Much of the mainstream U.S. coverage of the recent Hamas attacks in Israel and Israel’s escalating war on Gaza — such as former New York Times Jerusalem Bureau Chief Steven Erlanger’s October 9 analysis piece or NPR reporter Juliana Kim’s story of the same day — focused heavily on the Israeli security establishment’s alleged failures of anticipation or comprehension vis-á-vis Hamas. Other coverage highlighted the suffering of Palestinians living under bombardment in Gaza and Israelis attacked at a music festival in southern Israel, among many other angles.
What all of this coverage lacked, however, was any engagement with a key concept that lies at the center of the analysis provided by many critical scholars and activists whose voices are often excluded from establishment media narratives: the concept of settler colonialism.
As I have argued elsewhere, an understanding of settler colonialism remains essential for anyone seeking to make sense of daily injustices in Palestine and in many other places, including the U.S. When that category is absent from news coverage, there is a highly consequential explanatory vacuum. News outlets tend to fill that vacuum with other explanations that either miss essential aspects of the story or actively participate in deflecting attention from the real historical and structural causes that lie behind the headlines.
At the most fundamental level, the category of settler colonialism highlights that certain territories are the site of ongoing attempts to displace or eliminate Indigenous societies and peoples and replace them with new, permanent settler societies. The U.S. itself is the product of such a project; so are Israel, Canada, Australia and New Zealand, to name a few of the most prominent examples.
Scholars of settler colonialism emphasize that these projects are ongoing, not located only in the past. This means, for instance, that when Israeli soldiers or settler militias attack Palestinians and force them from their homes and lands, these are not simply isolated criminal incidents; they are part of the continuing process of enacting and extending the settler colonization of Palestine.
With the benefit of hindsight, we know that such actions were fundamental to the colonization of North America via organized massacres, legal dispossession and vigilante violence on the so-called “frontier.” We are seeing these dynamics now before our very eyes, with the entire territory of Palestine essentially constituting the “frontier” of the Zionist project. Yet establishment news organizations consistently fail to place such actions in their proper context.
An Explanatory Vacuum
As an example, consider the “explainer” and other background pieces that news organizations routinely produce, ostensibly as an effort to put layers of context around breaking news stories. Anyone producing such a piece needs to decide what the relevant context actually is, and such decisions are seldom made transparently.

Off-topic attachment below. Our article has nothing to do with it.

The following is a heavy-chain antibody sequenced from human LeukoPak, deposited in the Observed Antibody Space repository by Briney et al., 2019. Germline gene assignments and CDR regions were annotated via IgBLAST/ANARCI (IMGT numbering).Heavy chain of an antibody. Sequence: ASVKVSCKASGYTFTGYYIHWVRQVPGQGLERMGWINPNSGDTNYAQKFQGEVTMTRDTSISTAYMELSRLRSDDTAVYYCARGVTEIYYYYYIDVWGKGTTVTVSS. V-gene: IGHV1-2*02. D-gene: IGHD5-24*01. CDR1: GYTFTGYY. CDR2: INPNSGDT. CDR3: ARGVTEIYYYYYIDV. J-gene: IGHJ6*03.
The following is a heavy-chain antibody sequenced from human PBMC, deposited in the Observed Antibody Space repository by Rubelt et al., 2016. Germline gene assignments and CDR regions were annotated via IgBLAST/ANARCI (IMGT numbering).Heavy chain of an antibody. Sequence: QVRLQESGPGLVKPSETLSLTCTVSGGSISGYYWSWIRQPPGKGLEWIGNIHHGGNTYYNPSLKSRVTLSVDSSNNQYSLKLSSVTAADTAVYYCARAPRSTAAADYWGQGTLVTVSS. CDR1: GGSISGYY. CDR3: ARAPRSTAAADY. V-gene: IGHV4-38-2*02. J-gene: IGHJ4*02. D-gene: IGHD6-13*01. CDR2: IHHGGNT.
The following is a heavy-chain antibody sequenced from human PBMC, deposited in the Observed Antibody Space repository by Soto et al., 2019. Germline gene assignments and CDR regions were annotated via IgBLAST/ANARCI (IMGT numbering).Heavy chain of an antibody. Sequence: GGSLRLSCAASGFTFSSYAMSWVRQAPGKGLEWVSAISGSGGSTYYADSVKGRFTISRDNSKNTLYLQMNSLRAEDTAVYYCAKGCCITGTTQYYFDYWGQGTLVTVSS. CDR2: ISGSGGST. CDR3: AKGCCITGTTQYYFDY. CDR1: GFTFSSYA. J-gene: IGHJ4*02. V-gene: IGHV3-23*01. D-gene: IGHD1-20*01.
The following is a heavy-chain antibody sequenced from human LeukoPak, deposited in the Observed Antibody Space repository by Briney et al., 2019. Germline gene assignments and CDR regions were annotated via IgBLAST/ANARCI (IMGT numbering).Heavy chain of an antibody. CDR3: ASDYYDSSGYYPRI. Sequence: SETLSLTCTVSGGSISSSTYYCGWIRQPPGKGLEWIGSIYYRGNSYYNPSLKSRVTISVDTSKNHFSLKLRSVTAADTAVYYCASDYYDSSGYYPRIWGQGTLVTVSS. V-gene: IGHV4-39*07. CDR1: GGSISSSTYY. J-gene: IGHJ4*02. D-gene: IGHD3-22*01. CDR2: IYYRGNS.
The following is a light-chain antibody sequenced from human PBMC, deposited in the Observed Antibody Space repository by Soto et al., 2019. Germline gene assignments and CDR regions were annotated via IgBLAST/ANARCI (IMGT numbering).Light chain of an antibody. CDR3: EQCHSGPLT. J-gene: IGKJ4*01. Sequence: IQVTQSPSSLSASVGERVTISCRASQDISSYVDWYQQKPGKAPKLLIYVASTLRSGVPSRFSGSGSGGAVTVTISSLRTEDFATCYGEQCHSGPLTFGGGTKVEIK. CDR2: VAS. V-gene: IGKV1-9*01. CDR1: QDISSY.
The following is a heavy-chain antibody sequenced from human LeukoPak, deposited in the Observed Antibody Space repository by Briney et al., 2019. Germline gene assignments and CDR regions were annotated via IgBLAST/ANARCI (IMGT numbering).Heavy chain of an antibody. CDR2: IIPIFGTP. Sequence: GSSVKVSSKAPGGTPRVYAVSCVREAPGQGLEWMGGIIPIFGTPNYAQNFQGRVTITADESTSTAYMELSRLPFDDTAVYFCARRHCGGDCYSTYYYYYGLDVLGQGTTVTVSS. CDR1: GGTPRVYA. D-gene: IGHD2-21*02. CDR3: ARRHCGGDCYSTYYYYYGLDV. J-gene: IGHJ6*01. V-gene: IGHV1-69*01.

On October 8, 2023, the day after Hamas launched its attack from Gaza, The Guardian published an “explainer” piece by reporter Harriet Sherwood. In addition to summarizing events (also a selective process), Sherwood included a section addressing the reasons behind the attack. These included:
- Rising attacks against Palestinian communities by Israeli settlers in the West Bank, with some Palestinian groups responding;
- Israel Defense Forces’ raids on Palestinian cities;
- provocative moves by extremist Jewish groups to pray inside the Al Aqsa mosque compound in Jerusalem;
- Israel’s 16-year blockade of the Gaza Strip;
- growing calls in Israel for annexation of Palestinian territories.
In short, The Guardian highlighted recent events as well as the ongoing situation of Palestinians living under siege in Gaza. All of these are relevant pieces of context. None of them, however, were presented as connected with the much longer and ongoing process of settler colonization in Palestine. Without such a recognition, immediate pieces of context appear implicitly as the results of specific political decisions or groups rather than as reflections of a set of structures that are literally constitutive of Israeli society as such.
The explanatory vacuum in coverage of Palestine has profound consequences. If the category of settler colonialism were to be included in news coverage and mainstream public discourse more generally, the results would be something akin to an ideological earthquake, and audiences would be pushed to confront a variety of uncomfortable realities.
For example, it would become obvious to audiences that when Israel receives bipartisan support from the U.S., this support reflects an alliance that is grounded in the transnational realities of settler colonialism. The “shared values” that are often trumpeted as the core of this alliance include the commitment to maintaining colonized populations in a permanent state of fear and subservience while making sure that land and resources are monopolized for the benefit of settler populations. As a result of this alliance, members of the settler population in the U.S. are complicit in the ongoing violence against Palestinians.
It would also become clear that Israeli communities in the news, such as the development town of Sderot, only exist because of organized efforts to drive Palestinians from the land and, in many cases, erase their communities from the map. This helps explain why, from the perspective of the colonized, the distinction between settlers and Natives is much more salient than the distinction routinely made in media narratives between soldiers and civilians.